3 Heimat 1 Reitz
Heimat enthralled me back in the 80's when it first came out with its fly on the wall feel for the first three quarters of the twentieth century through the lives of three families in the area between the rivers Mosel and Rhine. Memories do play tricks on one however. I was sure that I'd seen it all-on viewing the whole 15 hours in a DVD box set I realize now that I only saw bits of it, probably on borrowed video tapes. Watching the episodes over the last week was an ethereal experience with the only constants, Maria, the family home and the Hunsrück landscape with its waving corn and stark beauty, sometimes in colour and sometimes in black and white.
I'm not suggesting that teachers would show the whole of the series to a class but certainly parts of it would be useful I'm sure particularly at A level to look at the family, festivals and a raft of other themes. For those studying Der Vorleser, the illicit relationship between Hermann and Klärchen would be an interesting comparison with Michael and Hanna if a bit long at more than two hours.
My main recommendation would be that viewing the entire series would be useful for anyone wishing to gain an insight into the strengths, weaknesses and idiosyncrasies of German character, diverse as they are. What is like to move into a system governed by the Nazis from the inside? How do different people react to this? The sight of the grandmother castigating her SS grandson Wilfried constantly throughout the war for his unwillingness to fight is truly amusing and, one hopes, not revisionist in any way. The fact that Wilfried is capable of true brutality however casts a darker atmosphere over the war time episodes as does his reference to the Holocaust.
The more I look back on the series, the more the improvement in communications and gradual move towards globalisation and Americanisation seems a key theme. From halting efforts by Paul to put together a radio and be the first to connect a backward village to the outside world, through the propaganda phone call made to the Russian front the series of films smoothly demonstrates a century of "progress". The same pertains for the roads which change from mud tracks to small, tarmacked country roads, alongside the motorway built through the area from Koblenz to Trier.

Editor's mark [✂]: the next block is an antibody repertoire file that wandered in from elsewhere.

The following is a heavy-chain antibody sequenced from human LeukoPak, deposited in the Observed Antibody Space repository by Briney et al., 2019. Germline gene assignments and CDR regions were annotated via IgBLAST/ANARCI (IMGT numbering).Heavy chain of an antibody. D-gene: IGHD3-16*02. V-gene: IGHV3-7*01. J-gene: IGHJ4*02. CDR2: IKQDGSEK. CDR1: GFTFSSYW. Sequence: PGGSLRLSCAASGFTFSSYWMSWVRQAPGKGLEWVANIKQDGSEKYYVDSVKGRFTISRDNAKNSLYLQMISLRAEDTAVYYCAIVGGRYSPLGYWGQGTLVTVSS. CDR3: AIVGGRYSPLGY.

Certain things jar about the series but these are relatively minor. People seem to age at very differing rates and the skills required to make people look older were relatively ineffective back in the 80's. Maybe it would have been too much to have Marita Breuer with a prosthetic face for months on end in any case! People disappear from the scene with little explanation, although arguably that is like life. Reitz dwells on certain scenes for a considerable amount of time in quasi-documentary fashion-this is a strength and weakness depending on how interested you are in say watching a catholic Christmas service being reenacted.
It is quite amusing to see the way Reitz mimics reality by leaving in naturalistic happenings such as a fly hovering over the protagonists or the teacher who reprimands Hermann breaking wind as he leans against some railings. Surely that would have been an outtake that Reitz thought would seem natural to include.
The sad and amazing thing is that the Hunsrück is now becoming one of the most deprived and forgotten areas of Germany. Far from welcoming coach parties in the style of "Heart Beat" country in North Yorkshire, it is in steep decline with house prices very low.
There are now sequels and prequels to the original Heimat adding up to over 50 hours of television so if you become addicted to the series you have plenty to go at.